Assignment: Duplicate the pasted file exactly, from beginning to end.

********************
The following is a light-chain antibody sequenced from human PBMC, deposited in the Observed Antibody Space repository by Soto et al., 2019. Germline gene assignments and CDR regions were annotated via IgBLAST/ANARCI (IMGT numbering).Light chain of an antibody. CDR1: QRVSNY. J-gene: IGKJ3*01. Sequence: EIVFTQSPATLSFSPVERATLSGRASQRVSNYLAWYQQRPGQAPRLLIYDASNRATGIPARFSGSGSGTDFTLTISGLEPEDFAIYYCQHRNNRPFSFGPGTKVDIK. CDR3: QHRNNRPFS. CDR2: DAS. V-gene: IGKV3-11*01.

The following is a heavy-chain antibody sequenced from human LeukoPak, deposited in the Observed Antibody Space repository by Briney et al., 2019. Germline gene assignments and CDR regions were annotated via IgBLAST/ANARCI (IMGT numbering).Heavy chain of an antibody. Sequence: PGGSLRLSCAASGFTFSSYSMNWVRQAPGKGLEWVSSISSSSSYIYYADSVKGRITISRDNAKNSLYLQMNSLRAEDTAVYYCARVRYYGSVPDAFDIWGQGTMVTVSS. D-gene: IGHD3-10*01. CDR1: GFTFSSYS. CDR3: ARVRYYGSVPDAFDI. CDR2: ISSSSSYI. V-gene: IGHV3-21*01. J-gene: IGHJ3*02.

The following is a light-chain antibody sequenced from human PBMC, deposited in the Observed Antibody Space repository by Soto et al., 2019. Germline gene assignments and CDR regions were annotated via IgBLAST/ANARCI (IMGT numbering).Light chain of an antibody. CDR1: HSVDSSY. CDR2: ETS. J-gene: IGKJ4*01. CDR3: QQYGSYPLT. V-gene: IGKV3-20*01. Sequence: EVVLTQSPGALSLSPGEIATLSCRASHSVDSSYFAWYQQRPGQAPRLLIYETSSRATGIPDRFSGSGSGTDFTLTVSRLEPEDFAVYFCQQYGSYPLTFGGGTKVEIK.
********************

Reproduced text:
The following is a light-chain antibody sequenced from human PBMC, deposited in the Observed Antibody Space repository by Soto et al., 2019. Germline gene assignments and CDR regions were annotated via IgBLAST/ANARCI (IMGT numbering).Light chain of an antibody. CDR1: QRVSNY. J-gene: IGKJ3*01. Sequence: EIVFTQSPATLSFSPVERATLSGRASQRVSNYLAWYQQRPGQAPRLLIYDASNRATGIPARFSGSGSGTDFTLTISGLEPEDFAIYYCQHRNNRPFSFGPGTKVDIK. CDR3: QHRNNRPFS. CDR2: DAS. V-gene: IGKV3-11*01.

The following is a heavy-chain antibody sequenced from human LeukoPak, deposited in the Observed Antibody Space repository by Briney et al., 2019. Germline gene assignments and CDR regions were annotated via IgBLAST/ANARCI (IMGT numbering).Heavy chain of an antibody. Sequence: PGGSLRLSCAASGFTFSSYSMNWVRQAPGKGLEWVSSISSSSSYIYYADSVKGRITISRDNAKNSLYLQMNSLRAEDTAVYYCARVRYYGSVPDAFDIWGQGTMVTVSS. D-gene: IGHD3-10*01. CDR1: GFTFSSYS. CDR3: ARVRYYGSVPDAFDI. CDR2: ISSSSSYI. V-gene: IGHV3-21*01. J-gene: IGHJ3*02.

The following is a light-chain antibody sequenced from human PBMC, deposited in the Observed Antibody Space repository by Soto et al., 2019. Germline gene assignments and CDR regions were annotated via IgBLAST/ANARCI (IMGT numbering).Light chain of an antibody. CDR1: HSVDSSY. CDR2: ETS. J-gene: IGKJ4*01. CDR3: QQYGSYPLT. V-gene: IGKV3-20*01. Sequence: EVVLTQSPGALSLSPGEIATLSCRASHSVDSSYFAWYQQRPGQAPRLLIYETSSRATGIPDRFSGSGSGTDFTLTVSRLEPEDFAVYFCQQYGSYPLTFGGGTKVEIK.